Decision Support Systems
Every day, managers are faced with decisions about how best to run their organizations in order to gain or maintain a competitive edge. Although some decisions are simple, many are quite complex and require the manager to consider many variables. To help managers in decision making processes, many organizations employ the use of computer-aided decision support systems. These systems can help managers make decisions about semi-structured and even unstructured problems where not all the information is known in advance. Several different types of decision support systems are available. These include model-driven systems, data-driven systems, knowledge-driven systems, and group support systems. These decision support systems can be quite effective in aiding managers in making decisions and improving the effectiveness and performance of organizations.
Keywords Artificial Intelligence (AI); Database; Decision Support System (DSS); Executive Information System; Expert System; Groupware; Spreadsheet; Systems Theory
Information Technology: Decision Support Systems
The world around us is constantly changing. Market needs are shaped by numerous factors including political realities, advances in technology, and changing cultural expectations. To be competitive in this environment, businesses cannot be static, but need to grow and change to meet the needs of the marketplace. To do this, businesses need to be able to make good decisions in response to the changing needs of their environment. In some cases, these are simple decisions: Do we produce more widgets in response to increase market demand? Should we order more raw materials so that we can continue to produce gizmos? In other cases, however, the decision is not so simple. The demands of the marketplace may not be easily deciphered. As exemplified by the 8-track tape systems and the Beta video recorder of the latter half of the 20th century, decoding trends and translating them into business strategies is neither a simple nor an obvious process. In addition, management decisions can have far reaching impact within the organization. For example, the decision to increase the production of widgets may mean that more employees are needed for the widget production line. Management is now faced with another decision: Should new production workers be hired or should employees be transferred from the gizmo production line? If the former decision is made, where does the money come from to hire the new workers? If the latter decision is made, what is the impact on the gizmo production line? Considerations of the production rate for new gizmos or even the viability of the gizmo line also need to be taken into account in order to understand the ramifications of the decision in context.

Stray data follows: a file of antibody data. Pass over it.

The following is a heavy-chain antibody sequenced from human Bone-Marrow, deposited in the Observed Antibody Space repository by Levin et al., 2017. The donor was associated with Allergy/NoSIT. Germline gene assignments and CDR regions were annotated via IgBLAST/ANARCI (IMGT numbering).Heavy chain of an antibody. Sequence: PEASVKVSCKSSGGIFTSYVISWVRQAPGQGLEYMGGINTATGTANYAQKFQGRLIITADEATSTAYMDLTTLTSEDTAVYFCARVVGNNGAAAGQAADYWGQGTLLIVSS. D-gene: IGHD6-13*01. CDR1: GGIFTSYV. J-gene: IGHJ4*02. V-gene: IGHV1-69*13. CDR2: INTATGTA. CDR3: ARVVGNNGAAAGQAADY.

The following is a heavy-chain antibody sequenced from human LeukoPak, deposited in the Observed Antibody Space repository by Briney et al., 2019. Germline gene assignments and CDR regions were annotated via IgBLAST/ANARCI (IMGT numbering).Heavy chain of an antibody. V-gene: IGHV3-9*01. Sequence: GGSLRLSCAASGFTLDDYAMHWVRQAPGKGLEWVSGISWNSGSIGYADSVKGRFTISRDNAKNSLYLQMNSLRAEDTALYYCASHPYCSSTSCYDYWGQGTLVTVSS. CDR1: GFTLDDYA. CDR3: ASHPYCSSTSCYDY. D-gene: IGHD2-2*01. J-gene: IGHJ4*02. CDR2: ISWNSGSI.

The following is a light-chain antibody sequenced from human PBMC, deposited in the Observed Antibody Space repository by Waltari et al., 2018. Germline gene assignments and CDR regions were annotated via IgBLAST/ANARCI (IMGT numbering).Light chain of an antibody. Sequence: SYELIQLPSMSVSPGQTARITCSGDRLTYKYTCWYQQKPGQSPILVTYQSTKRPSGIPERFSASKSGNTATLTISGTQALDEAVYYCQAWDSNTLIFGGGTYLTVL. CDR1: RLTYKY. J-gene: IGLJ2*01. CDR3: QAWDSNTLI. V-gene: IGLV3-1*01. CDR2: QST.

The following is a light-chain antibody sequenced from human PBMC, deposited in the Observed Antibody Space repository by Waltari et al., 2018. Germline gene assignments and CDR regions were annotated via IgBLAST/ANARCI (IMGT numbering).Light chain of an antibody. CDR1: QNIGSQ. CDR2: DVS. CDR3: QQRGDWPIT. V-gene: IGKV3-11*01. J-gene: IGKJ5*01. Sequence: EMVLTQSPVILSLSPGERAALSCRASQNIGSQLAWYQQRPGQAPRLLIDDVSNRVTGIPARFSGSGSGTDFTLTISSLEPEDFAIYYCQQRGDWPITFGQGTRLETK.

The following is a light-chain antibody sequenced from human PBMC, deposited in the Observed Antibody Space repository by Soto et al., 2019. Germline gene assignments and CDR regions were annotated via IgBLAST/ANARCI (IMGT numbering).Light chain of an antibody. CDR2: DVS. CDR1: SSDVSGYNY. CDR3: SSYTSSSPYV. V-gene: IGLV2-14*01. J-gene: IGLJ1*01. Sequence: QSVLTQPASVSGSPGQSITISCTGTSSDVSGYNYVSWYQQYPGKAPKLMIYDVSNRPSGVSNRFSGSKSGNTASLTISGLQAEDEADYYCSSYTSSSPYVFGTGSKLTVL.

In most complex business situations, it is important to understand the factors of decision making in context. Organizational behavior theorists tend to view the organization as a system, where changes in one subsystem can have far ranging impact throughout the organization as a whole. In this view, an organization is an interactive system in which the actions of one part influence the functioning of another. Rather than merely focusing on the needs of one part or subsystem within the organization in isolation (e.g., the widget production line) when making a decision, it is important to look at the impact of the decision on all subsystems and levels within the organization.